does capillary blood yield the same venous blood quality results?
Blood vessels cover quite a bit of real estate in the body. Laid end-to-end the adult vascular system could reach 100,000 miles in length, according to The Franklin Institute. Each type of blood vessel serves an essential function.
The three types of vessels play distinct roles in the circulation process—but what about in blood testing? Are all vessels created equal when blood samples are needed for testing?
Capillary blood is not identical to venous blood. However, in many applications, these types of blood samples yield quality results for researchers and physicians alike.
Capillary blood is a combination of arterial and venous blood. From the right side of the heart through the lungs, oxygenated arterial blood flows into the capillaries. There, oxygen and nutrients are distributed and exchanged for carbon dioxide. The waste-containing deoxygenated blood then travels through the veins back to the heart.
Being at the center of this process, the capillary turns out to be a useful site for blood sampling.
Where Capillary Blood Sampling Offers Greatest Value
While lab reference values are often set up for traditional venipuncture, there are many situations when capillary blood is preferred over a venous specimen.
Capillary blood draws for dry blood spot (DBS) testing are easier on the patient or subject, and the smaller volume collected is simpler to handle, especially in remote or at home settings.
When required, patients are typically comfortable collecting their own samples for monitoring purposes. Blood draws via capillary microsampling are more comfortable for pediatric patients and the elderly, and are preferred for burn patients.
In particular, is more convenient with microsampling. In some settings, fast, on-site blood testing would be impossible or unwieldy without the use of blood microsampling. Capillary blood proved critical in diagnosing Ebola quickly in the field and helping to control the recent outbreak.
In Research Applications
Another set of capillary blood sampling advantages exists. When capillary sampling is used, fewer animals are needed, with a larger number of samples possible from each. This saves resources and can improve the accuracy of results, as the same individual can be sampled consistently, reducing data adjustment needs.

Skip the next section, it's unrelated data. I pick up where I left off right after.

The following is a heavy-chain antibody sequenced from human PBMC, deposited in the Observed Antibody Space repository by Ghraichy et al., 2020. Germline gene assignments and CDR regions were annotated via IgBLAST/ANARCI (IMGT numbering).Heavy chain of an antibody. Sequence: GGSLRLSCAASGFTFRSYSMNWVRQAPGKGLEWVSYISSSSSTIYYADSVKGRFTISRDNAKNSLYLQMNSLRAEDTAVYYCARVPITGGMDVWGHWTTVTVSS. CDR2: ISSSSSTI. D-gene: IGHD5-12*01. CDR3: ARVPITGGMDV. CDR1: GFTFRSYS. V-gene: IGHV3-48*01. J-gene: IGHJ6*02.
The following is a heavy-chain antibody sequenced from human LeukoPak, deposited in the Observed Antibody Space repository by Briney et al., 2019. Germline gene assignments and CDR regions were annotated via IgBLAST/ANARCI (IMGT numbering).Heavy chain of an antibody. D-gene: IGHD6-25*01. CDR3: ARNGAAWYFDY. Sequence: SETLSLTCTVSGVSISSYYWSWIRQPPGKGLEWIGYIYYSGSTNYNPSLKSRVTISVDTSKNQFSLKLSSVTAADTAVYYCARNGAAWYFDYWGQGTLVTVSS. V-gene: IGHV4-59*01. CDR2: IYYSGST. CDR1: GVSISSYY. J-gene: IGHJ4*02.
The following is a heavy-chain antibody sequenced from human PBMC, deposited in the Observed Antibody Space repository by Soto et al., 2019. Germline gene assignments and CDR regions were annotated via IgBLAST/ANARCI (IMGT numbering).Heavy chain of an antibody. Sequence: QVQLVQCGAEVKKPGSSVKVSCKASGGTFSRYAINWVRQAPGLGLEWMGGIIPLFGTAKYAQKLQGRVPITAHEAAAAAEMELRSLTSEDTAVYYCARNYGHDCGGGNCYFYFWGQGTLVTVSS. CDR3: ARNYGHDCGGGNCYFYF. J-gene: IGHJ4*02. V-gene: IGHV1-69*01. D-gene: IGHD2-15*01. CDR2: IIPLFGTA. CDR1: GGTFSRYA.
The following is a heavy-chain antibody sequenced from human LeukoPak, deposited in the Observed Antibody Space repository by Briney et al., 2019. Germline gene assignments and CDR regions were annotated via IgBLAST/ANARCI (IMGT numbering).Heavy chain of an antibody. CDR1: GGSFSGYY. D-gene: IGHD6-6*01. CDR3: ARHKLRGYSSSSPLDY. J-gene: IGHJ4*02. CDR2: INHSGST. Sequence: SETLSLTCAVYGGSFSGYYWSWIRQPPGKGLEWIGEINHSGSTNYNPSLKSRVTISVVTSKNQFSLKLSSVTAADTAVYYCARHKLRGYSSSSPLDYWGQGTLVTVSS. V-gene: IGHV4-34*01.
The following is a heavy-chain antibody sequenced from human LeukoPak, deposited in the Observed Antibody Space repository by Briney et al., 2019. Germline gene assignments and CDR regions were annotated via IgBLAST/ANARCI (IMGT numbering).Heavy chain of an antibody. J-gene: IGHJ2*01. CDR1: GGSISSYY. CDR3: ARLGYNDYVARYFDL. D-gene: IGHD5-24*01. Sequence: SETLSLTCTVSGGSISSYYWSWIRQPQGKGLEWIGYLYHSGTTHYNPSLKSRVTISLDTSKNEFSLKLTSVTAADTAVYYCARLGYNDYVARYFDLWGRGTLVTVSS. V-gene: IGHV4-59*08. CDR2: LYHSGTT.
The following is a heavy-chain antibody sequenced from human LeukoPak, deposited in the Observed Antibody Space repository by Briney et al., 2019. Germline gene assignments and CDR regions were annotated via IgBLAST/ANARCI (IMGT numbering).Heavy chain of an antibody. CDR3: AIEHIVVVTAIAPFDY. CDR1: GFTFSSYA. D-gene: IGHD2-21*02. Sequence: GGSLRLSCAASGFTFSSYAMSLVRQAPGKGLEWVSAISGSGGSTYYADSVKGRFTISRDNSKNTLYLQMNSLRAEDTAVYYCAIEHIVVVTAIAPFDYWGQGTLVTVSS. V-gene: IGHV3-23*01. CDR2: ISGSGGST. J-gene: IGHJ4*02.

Correlation Between Venipuncture and Finger-Prick Blood Results
There is a great debate on whether a correlation exists between venous and finger-prick blood results. Though there is not a definitive conclusion to this debate, there is much research to show that capillary blood can yield quality results, which may correlate to or even match traditional venipuncture reference values. Check out these 5 articles to learn more.
- Osteresch B, Cramer B, Humpf H.U. (2016) Analysis of Ochratoxin A in Dried Blood Spots - Correlation between Venous and Finger-Prick Blood; the Influence of Hematocrit and Spotted Volume. Journal of chromatography. February
- Keevil B.G., Fildes J, Baynes A, Yonan N. (2009) Liquid chromatography-mass spectrometry measurement of tacrolimus in finger-prick samples compared with venous whole blood samples. Annals of Clinical Biochemistry. 46(Pt 2):144-5
- Spooner N, Ramakrishnan Y, Barfield M, Miller S.R. (2010) Use of DBS sample collection to determine circulating drug concentrations in clinical trials: Practicalities and considerations. Bioanalysis. 2(8):1515-22
- Jensen M.E, Ducharme F, Theoret Y, Delvin E.E. (2016) Assessing vitamin D nutritional status: Is capillary blood adequate? Clinica Chimica Acta. international journal of clinical chemistry 457
- Lachance S., Theberge M.C., Havard, G., Levesque A. (2016) Comparison of blood microsampling with DBS and conventional blood collection techniques used in a midazolam biostudy. Bioanalysis. 8(8)
Weigh in on the great debate of venous vs finger-prick blood in the comments section below.